The Most Dangerous Game: Why the Paparazzi Need to Stop
“Um, did you see Jennifer Aniston walking her dog last week?”
“I know, right? What about when Hugh Jackman was taking his daughter to school?”
“I heard that Anna Kendrick ate food at that place … and she liked it.”
“Last week, Brad Pitt took his kids out for ice cream AGAIN!”
“And, what about the time that Julianne Moore went to the hair salon!”
Have you ever been out with friends and someone snaps an impromptu photo of the table? One of those action shots where your mouth is filled with food and maybe you spilled coffee on your sweater this morning or your ponytail is looking less than stellar after a full day and because it’s Friday, you have bags under your eyes the size of Texas and a gigantic pimple on your chin because for whatever reason, your hormones have revolted against your face this week. Now, imagine that photo ends up on Facebook and you get unwillingly tagged in it. Fantastic – that photo is now public for everyone to see. There’s no escaping that your lipstick really should have been reapplied and that there are three empty wine glasses next to your plate, and that really wasn’t your best smile or even your good side and ohymygod, I’m never wearing that shirt again.
Let’s get a frame of reference for this article: it’s only fair for me to tell you that for the last decade I have worked as a personal assistant to what any tabloid would dub “A-List’ers”, so my views are obviously going to be of the anti-paparazzi-esque nature. You can categorize celebrities by whatever alphabet letter you’d like, but in the end, let me assure you that they’re just people who have good days and bad days and things happen to them and they have family outings and also need to walk the dog and sometimes feel anti-makeup or just want to wear sweats and eat the biggest cup of 16 Handles Fro-Yo because PMS sucks, dammit.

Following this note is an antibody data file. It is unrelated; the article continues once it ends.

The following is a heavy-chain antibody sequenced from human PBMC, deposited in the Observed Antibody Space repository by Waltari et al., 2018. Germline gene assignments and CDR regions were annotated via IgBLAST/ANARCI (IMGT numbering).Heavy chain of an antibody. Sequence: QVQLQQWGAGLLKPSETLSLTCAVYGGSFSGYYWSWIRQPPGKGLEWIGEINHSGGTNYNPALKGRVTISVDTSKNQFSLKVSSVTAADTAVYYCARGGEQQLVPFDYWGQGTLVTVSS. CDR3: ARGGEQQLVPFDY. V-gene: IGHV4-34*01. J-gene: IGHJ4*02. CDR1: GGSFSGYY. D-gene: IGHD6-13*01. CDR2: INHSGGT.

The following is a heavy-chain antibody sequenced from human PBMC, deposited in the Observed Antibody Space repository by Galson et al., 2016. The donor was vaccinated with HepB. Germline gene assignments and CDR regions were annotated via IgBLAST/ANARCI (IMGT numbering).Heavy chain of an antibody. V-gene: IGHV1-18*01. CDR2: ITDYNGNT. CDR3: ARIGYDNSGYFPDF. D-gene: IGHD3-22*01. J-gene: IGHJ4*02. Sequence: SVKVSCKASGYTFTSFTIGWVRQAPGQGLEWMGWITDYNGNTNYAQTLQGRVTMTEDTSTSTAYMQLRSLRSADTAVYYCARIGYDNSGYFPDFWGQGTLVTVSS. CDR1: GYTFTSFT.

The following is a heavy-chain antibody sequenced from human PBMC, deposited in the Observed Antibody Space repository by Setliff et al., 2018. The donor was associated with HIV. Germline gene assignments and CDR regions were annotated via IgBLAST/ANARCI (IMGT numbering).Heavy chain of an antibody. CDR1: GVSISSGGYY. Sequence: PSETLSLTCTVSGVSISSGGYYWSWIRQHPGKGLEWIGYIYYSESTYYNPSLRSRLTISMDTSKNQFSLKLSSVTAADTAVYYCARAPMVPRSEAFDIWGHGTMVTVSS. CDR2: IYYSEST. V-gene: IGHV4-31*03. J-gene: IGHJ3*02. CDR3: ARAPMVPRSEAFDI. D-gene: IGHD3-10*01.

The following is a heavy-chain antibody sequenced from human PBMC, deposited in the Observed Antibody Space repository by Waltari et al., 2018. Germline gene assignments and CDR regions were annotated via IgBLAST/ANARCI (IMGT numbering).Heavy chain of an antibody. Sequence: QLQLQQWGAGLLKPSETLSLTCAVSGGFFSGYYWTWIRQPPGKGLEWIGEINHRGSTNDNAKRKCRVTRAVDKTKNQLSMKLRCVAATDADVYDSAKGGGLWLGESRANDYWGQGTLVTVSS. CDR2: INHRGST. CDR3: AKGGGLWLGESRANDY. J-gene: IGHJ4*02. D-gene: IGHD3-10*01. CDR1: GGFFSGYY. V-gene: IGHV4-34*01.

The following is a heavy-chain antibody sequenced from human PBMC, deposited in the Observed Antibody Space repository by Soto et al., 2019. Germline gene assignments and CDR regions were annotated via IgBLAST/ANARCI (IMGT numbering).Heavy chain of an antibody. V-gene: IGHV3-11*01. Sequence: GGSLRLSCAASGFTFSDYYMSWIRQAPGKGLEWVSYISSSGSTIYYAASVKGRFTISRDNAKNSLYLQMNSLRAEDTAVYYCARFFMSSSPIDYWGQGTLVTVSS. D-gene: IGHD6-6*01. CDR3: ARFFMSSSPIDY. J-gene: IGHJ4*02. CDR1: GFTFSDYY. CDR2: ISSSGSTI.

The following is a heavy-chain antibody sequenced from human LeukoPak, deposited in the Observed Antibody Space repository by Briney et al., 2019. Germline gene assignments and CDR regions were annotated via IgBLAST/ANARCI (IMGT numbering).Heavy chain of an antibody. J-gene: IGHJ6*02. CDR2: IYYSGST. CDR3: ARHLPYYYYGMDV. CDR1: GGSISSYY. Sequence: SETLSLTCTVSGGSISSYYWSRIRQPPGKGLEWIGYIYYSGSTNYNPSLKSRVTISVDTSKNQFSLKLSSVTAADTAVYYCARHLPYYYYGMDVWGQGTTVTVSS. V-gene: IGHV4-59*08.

Okay, so back to that night that your friend Facebook’d that picture. Imagine, instead of tagging you on Facebook, they sold the photo to a nationally-published tabloid and/or uploaded it to a wildly successful entertainment blog and now they’re walking away with cash – quite possibly a lot of cash – for that single photo. And now, your day is ruined because that less than flattering photo of you after you got rear-ended on Sunset or you broke up with your boyfriend or you didn’t wear underwear (because ladies, we have all been there) has hit the wires. All of the wires. And now, imagine the possibility of that happening every single time you leave the house.
When I was in 11th grade, we were assigned to read a short story called “The Most Dangerous Game” written by Richard Connell. It was a story about a big game hunter who finds himself marooned on an isolated island in the Caribbean where he is then hunted by a lunatic Russian aristocrat. While reading this book, I remember feeling a pit of anxiety for the hero of the story; he was in the middle of something that he had no control over. His life became a twisted game of cat and mouse.
The sense of anxiety that I felt while reading Connell’s book almost 18 years ago, I still feel now whenever I see paparazzi – I become Vanessa King, defensive mama-bear. I see a telephoto lens on an innocent tourist seeking a super-zoom on the Magnolia Bakery logo, and the hair on my arm stands up because anyone can be a paparazzo, nowadays. The “professional” ones use walkies and cell phones. Sometimes they work together, sometimes alone. On car, on bike, on foot – whatever works that day. Occasionally they collect in packs, other times they pretend like they’re everyone else. Trailing like a hunter; their camera’s their gun and the game is over in a single flash. The trophy is “that photo”: the one that will get splashed on every supermarket tabloid, pop culture blog and evening entertainment show. The one where the cameraman walks away with $250,000. The bounty is high and just like “The Most Dangerous Game”, this cat and mouse competition has turned deadly. Sadly ringing in the New Year, on January 2, paparazzo Christopher James Guerra was struck and killed by an oncoming car in pursuit of a photo that probably would have netted him about $100.